Use this URL to cite or link to this record in EThOS: http://ethos.bl.uk/OrderDetails.do?uin=uk.bl.ethos.589906
Title: Voice against violence : young people's experiences of domestic abuse policy-making in Scotland
Author: Houghton, Claire
Awarding Body: University of Warwick
Current Institution: University of Warwick
Date of Award: 2013
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Abstract:
This study, undertaken from a feminist and children’s rights perspective, emerged from the growing body of literature on children’s experiences of domestic abuse, the challenges of childhood studies and the opportunities arising out of the changed socio-political landscape of Scotland since devolution. It examines, with children and young people experiencing domestic abuse, their own solutions to improve help for children and young people, their perspectives on real and tokenistic participation in Scotland’s policy-making and, their self-defined ethical and participatory standards to make sustained participation possible. Combining innovation in methodology and co-production of new knowledge with children and young people, the researcher contributes the three E’s of Enjoyment, Empowerment and Emancipation to ethical principles focussing on safety, and recommends a new ethical approach to consent that recognises children’s agency in their own lives and in deciding their own best interests. A Participatory Action Research Process over five years with 9 of the 48 young people, resulted in young people themselves becoming change agents to begin to tackle the issues that emerged from the wider study’s qualitative first part, also action-orientated through children’s political activism. For example, the lack of help, awareness and stigma attached to domestic abuse was tackled through their production of a public online awareness raising campaign and film; their critique of the previously most revered of services, Women's Aid specialist support, resulted in a multi-million fund and their analysis became the conditions of grant; the lack of respect for and inclusion of young people in policy-making they challenged through defining their terms of engagement which are explored here, sanctioned and legitimised by their emerging 'critical friendship' with Ministers. Unusually the young people participating in the study made a significant impact on Scotland’s domestic abuse policy and practice, as well as repositioning children and young people in the democratic process.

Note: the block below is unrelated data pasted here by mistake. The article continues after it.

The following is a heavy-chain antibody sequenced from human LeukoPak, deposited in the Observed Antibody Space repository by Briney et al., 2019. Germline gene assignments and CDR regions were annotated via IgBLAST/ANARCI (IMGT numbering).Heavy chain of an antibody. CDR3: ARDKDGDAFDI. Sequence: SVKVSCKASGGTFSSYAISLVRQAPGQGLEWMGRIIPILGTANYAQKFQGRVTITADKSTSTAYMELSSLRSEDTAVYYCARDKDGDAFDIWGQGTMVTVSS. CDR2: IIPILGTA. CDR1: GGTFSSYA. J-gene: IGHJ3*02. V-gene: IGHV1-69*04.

Supervisor: Not available Sponsor: Not available
Qualification Name: Thesis (Ph.D.) Qualification Level: Doctoral
EThOS ID: uk.bl.ethos.589906  DOI: Not available
Keywords: HV Social pathology. Social and public welfare
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